Unlimited PS Actions, graphics, videos & courses! Unlimited asset downloads! From $16.50/m
by
Lessons:13Length:1.7 hours
  • Overview
  • Transcript

2.7 Global Swatches and Gradients

In this lesson we’ll look at global swatches. You'll discover the benefits they offer when used in combination with certain types of gradients.

2.7 Global Swatches and Gradients

[MUSIC] Let's move along. The next one, gradients. Now this is gonna be really cool because I love creating things with gradients. We looked at them briefly earlier. So how you can apply gradients with black and white and using that multiply blending mode. So let's just go and create a few squares with the rectangle tool. In fact, we're not gonna create squares. We're gonna create a spiral because there's something else that I'd really like to show you, That is a lot of fun once you know it. So we will just double click the stroke from the bottom of the toolbar and we'll give this a black stroke. Now I'm just going to increase that weight slightly, So you can see exactly what I'm doing. And we'll round off that corner as well. So if we click the gradient panel on the right, And typically it would add that default black to white gradient. Now what you can do is you can go in, double-click on a swatch on this slider, and just pick two different colors. Now I'm doing this on one shape. If you have a complex illustration or a graphic of some description that has, or if you had multiple shapes like in the logos we looked at earlier, and they all used the same or similar gradient. And do you know what? I want to change this orange to a blue color. You've got to double-click this, go and find your blue color. That's not the right blue color. Okay, I'll go into the swatch panel. Okay, I've got to fine tune my blue. Then I've got to go back into the gradient panel, go back here and click the newer version. That's not right. Back into the swatch panel. You see, it's this back and forth. You have to go into the swatch, edit the swatch, go back into the gradient panel. So what I would recommend is when you're starting to create a gradient and you know that you're gonna have two colors in it, in this case it's going to be green and blue. Just create two swatches and make sure you check the box marked global. Now what global means is that any instance of this color in your document, if you ever go back into this swatch just by double-clicking it in the swatch panel and you change this global color, it will update every instance of that color in your document. And you can see that it's a global swatch because it adds this little white tag in the corner. So let's go and create a square. And we'll go and create a star as well. And we're also going to go into our gradient panel, double-click on this green, and we're going to add our new green with our global swatch that we created. And I'm also going to double-click and turn this blue swatch into a global swatch as well. Now I'm going to go back into the gradient panel and just click that gradient swatch. So now what happens is I can go back to the swatch panel, and if I think I just want to change the green color, I can simply load that swatch, turn on preview, and as I change this you can see it updates every instance of this in real time. There we go, and I quite like purple, so I'm going to keep that. But if I want to change the blue as well, I simply just load up that swatch, turn on preview, and I can start adjusting it all in real time. So that's cool. That is gradients with swatches and global swatches. So for me personally most things I do in Illustrator, I just make global swatches because it's just so much easier if I do something. If I'm working on logo or something and I get so far down the line and I think, I just want to change the color. I just simply change the swatch, I don't have to manually go back in and update every instance of green and change it to purple, for example. Now if I select this funky looking spiral that I've created. At the moment we can go to the gradient panel and see that the gradient runs from blue to purple. So let's adjust this, we'll bring the blue into the middle, and we'll click on our purple swatch and hold ALT, and it will create a copy and we'll drag that to the other end. So the gradient stroke at the moment is set to the one on the left, apply gradient within stroke. And this is the default option. And it goes from literally from left to right on your shape as we're looking at it, so purple to blue to purple. If we change this to the middle option, apply the gradient along the stroke, it will go from one end to the other, and follow the path of the stroke. So it now runs from purple, which is our swatch on the left, and this runs into blue, Which then runs into purple at the end. So super, super useful. But then you can also change this one at the end to apply a gradient across the stroke. And instead of following the path of the stroke, what it will do is it will run across the width of the stroke. So we have purple going to blue going to purple again. And of course we can go back in here, in the gradient slider, and we can adjust how much purple and how much blue there is by adjusting these little mid points here. If you wanted a thinner glow down the middle, we could double-click that blue and add a different color. So those are a few different ways that you can control the stroke of the gradient so we can have it running from left to right, following the path of the stroke, or running across the width of the stroke.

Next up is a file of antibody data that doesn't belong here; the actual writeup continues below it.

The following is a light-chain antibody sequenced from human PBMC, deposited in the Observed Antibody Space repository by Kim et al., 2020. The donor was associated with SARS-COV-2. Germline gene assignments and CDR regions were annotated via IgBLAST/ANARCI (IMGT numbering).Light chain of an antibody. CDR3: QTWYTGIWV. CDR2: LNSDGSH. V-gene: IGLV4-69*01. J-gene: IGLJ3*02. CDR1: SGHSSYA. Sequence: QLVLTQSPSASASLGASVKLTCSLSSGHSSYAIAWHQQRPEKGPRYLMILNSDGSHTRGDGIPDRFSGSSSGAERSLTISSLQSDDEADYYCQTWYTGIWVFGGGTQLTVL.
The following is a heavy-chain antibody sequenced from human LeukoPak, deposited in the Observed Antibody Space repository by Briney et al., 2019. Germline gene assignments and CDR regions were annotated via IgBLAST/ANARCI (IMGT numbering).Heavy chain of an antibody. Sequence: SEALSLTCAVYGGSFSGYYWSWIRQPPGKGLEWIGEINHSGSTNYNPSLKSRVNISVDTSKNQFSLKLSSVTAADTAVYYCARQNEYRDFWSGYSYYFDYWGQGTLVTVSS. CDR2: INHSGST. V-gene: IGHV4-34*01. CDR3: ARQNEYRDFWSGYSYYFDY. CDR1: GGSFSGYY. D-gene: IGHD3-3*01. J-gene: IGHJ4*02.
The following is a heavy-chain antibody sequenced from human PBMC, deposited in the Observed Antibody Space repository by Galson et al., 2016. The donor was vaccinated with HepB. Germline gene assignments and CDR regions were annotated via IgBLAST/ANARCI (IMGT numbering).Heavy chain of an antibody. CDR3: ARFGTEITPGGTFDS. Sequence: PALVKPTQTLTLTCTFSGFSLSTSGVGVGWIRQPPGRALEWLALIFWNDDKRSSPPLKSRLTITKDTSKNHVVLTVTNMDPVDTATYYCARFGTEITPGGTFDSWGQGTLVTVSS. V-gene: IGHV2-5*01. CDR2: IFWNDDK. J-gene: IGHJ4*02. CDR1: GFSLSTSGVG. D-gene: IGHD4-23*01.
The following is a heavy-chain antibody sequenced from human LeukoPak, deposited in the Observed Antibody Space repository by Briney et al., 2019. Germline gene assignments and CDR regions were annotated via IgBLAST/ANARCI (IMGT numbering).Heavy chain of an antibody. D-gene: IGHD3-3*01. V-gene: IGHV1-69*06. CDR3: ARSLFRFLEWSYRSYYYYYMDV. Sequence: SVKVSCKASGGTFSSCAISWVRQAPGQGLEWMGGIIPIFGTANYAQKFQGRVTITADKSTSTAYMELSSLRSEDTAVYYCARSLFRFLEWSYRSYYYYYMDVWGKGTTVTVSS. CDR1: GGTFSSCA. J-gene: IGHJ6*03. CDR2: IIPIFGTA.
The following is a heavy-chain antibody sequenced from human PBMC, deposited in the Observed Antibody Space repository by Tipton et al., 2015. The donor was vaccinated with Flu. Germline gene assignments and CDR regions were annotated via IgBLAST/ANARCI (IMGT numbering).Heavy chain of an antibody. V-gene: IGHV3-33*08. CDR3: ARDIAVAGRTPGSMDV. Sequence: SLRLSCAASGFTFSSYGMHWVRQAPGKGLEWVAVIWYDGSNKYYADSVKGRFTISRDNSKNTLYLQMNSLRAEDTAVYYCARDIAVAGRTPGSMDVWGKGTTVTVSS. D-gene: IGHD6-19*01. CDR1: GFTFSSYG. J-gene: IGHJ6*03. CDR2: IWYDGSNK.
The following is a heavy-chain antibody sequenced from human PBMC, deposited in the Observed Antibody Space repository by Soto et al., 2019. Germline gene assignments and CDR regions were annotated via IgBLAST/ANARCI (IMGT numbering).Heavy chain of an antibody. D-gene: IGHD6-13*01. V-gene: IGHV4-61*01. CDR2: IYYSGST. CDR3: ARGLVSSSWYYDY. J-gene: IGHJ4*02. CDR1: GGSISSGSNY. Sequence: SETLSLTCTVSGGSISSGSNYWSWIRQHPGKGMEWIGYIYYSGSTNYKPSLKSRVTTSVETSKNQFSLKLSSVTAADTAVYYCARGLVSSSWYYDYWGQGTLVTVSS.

Back to the top